Library of Congress

Law Library of Congress

The Library of Congress > Law Library > News & Events > Global Legal Monitor

International Criminal Court; South Korea: Examination of Recent Incidents as Possible War Crimes

(Dec. 9, 2010) On December 7, 2010, Luis Moreno Ocampo, the Prosecutor of the International Criminal Court (ICC), stated that following the receipt of communications from Korean citizens on the matter, he is considering the question of treating recent incidents in the Republic of Korea (South Korea or ROK) as war crimes. The two events in question are the November 23, 2010, shelling of Yeonpyeong Island, which caused deaths and injuries to both military personnel and civilians in the ROK, and the March 26, 2010, sinking of a warship, the Cheonan, during which 46 people died. The allegation in the March incident is that a torpedo from a submarine from the Democratic People's Republic of Korea (North Korea) caused the disaster. (ICC Prosecutor Looking into Possibility of War Crimes in Republic of Korea, UN NEWS CENTRE (Dec. 7, 2010),

“The work to do now is to check if these inicidents that they mentioned are war crimes and then [to determine] if we have jurisdiction,” Ocampo stated. (Id.) The ROK has been a party to the Rome Statute, the document that created the ICC, since November 2002 and the agreement came into effect for the country on February 1, 2003. (Republic of Korea, ICC website,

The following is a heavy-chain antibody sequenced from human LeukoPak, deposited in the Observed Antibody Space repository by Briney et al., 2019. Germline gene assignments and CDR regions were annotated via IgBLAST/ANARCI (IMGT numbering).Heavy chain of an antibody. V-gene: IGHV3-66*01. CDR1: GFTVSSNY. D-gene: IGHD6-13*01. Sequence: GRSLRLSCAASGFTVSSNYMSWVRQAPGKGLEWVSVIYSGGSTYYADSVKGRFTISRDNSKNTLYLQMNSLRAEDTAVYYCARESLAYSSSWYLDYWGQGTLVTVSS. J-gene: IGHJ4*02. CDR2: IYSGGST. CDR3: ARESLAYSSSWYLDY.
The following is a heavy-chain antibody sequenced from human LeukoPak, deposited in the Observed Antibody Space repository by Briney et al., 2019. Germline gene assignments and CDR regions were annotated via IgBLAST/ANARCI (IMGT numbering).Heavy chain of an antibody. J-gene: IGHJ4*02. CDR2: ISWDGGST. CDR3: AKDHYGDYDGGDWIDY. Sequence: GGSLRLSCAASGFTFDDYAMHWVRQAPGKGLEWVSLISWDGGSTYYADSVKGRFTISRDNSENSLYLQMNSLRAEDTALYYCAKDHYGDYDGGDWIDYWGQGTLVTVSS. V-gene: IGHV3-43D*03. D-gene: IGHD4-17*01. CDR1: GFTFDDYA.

(last visited Dec. 8, 2010); Rome Statute (in force since July 1, 2002), ICC website,
.) The ICC thus now has jurisdiction of war crimes, crimes against humanity, and genocide cases committed in the ROK or by its nationals. The prosecutor's office, which is given the responsibility under the Rome Statute for determining whether an investigation into alleged war crimes is needed, has already begun preliminary examination of the two incidents. (UN NEWS CENTRE, supra.)

Ocampo made the statement in New York, during a meeting of all the parties to the Rome Statute. He also said that his office is going to present two cases this month related to the post-election violence in Kenya in 2007 and 2008. Other incidents currently being investigated occurred in the Central African Republic, Sudan (Darfur area), the Democratic Republic of the Congo, and Uganda. (Id.)